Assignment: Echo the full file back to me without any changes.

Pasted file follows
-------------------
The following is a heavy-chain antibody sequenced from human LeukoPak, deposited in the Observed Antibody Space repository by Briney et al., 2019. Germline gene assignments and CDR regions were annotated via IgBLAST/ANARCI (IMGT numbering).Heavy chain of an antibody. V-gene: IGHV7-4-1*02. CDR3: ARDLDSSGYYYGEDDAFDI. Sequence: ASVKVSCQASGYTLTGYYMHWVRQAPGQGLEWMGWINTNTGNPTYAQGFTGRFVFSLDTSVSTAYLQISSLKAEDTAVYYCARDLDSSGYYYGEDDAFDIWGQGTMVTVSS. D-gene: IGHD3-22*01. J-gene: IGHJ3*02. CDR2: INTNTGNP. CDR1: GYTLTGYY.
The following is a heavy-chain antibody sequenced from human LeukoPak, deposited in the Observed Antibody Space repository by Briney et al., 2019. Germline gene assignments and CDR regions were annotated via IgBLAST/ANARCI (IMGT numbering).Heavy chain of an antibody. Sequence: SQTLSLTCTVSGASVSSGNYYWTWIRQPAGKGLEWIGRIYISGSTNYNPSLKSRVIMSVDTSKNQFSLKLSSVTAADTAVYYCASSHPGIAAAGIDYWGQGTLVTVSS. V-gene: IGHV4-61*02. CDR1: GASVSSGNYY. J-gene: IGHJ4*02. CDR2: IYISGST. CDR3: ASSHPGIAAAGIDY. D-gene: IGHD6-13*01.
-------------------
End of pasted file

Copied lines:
The following is a heavy-chain antibody sequenced from human LeukoPak, deposited in the Observed Antibody Space repository by Briney et al., 2019. Germline gene assignments and CDR regions were annotated via IgBLAST/ANARCI (IMGT numbering).Heavy chain of an antibody. V-gene: IGHV7-4-1*02. CDR3: ARDLDSSGYYYGEDDAFDI. Sequence: ASVKVSCQASGYTLTGYYMHWVRQAPGQGLEWMGWINTNTGNPTYAQGFTGRFVFSLDTSVSTAYLQISSLKAEDTAVYYCARDLDSSGYYYGEDDAFDIWGQGTMVTVSS. D-gene: IGHD3-22*01. J-gene: IGHJ3*02. CDR2: INTNTGNP. CDR1: GYTLTGYY.
The following is a heavy-chain antibody sequenced from human LeukoPak, deposited in the Observed Antibody Space repository by Briney et al., 2019. Germline gene assignments and CDR regions were annotated via IgBLAST/ANARCI (IMGT numbering).Heavy chain of an antibody. Sequence: SQTLSLTCTVSGASVSSGNYYWTWIRQPAGKGLEWIGRIYISGSTNYNPSLKSRVIMSVDTSKNQFSLKLSSVTAADTAVYYCASSHPGIAAAGIDYWGQGTLVTVSS. V-gene: IGHV4-61*02. CDR1: GASVSSGNYY. J-gene: IGHJ4*02. CDR2: IYISGST. CDR3: ASSHPGIAAAGIDY. D-gene: IGHD6-13*01.